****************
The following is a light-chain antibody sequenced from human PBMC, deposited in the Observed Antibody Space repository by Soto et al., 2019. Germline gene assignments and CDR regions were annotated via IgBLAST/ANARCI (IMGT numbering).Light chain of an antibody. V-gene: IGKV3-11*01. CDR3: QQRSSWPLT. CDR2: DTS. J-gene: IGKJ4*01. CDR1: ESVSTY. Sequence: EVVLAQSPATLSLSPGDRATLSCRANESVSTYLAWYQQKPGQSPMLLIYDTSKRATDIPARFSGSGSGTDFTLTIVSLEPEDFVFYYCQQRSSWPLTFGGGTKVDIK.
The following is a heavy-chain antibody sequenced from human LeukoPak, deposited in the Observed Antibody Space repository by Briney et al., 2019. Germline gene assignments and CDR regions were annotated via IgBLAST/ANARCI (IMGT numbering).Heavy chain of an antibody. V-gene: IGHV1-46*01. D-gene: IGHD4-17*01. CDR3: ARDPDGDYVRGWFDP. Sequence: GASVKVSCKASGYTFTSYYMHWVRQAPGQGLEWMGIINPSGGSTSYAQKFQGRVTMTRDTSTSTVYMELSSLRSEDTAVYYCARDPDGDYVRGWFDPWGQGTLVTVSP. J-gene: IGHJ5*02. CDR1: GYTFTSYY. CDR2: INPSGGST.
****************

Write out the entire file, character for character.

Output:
The following is a light-chain antibody sequenced from human PBMC, deposited in the Observed Antibody Space repository by Soto et al., 2019. Germline gene assignments and CDR regions were annotated via IgBLAST/ANARCI (IMGT numbering).Light chain of an antibody. V-gene: IGKV3-11*01. CDR3: QQRSSWPLT. CDR2: DTS. J-gene: IGKJ4*01. CDR1: ESVSTY. Sequence: EVVLAQSPATLSLSPGDRATLSCRANESVSTYLAWYQQKPGQSPMLLIYDTSKRATDIPARFSGSGSGTDFTLTIVSLEPEDFVFYYCQQRSSWPLTFGGGTKVDIK.
The following is a heavy-chain antibody sequenced from human LeukoPak, deposited in the Observed Antibody Space repository by Briney et al., 2019. Germline gene assignments and CDR regions were annotated via IgBLAST/ANARCI (IMGT numbering).Heavy chain of an antibody. V-gene: IGHV1-46*01. D-gene: IGHD4-17*01. CDR3: ARDPDGDYVRGWFDP. Sequence: GASVKVSCKASGYTFTSYYMHWVRQAPGQGLEWMGIINPSGGSTSYAQKFQGRVTMTRDTSTSTVYMELSSLRSEDTAVYYCARDPDGDYVRGWFDPWGQGTLVTVSP. J-gene: IGHJ5*02. CDR1: GYTFTSYY. CDR2: INPSGGST.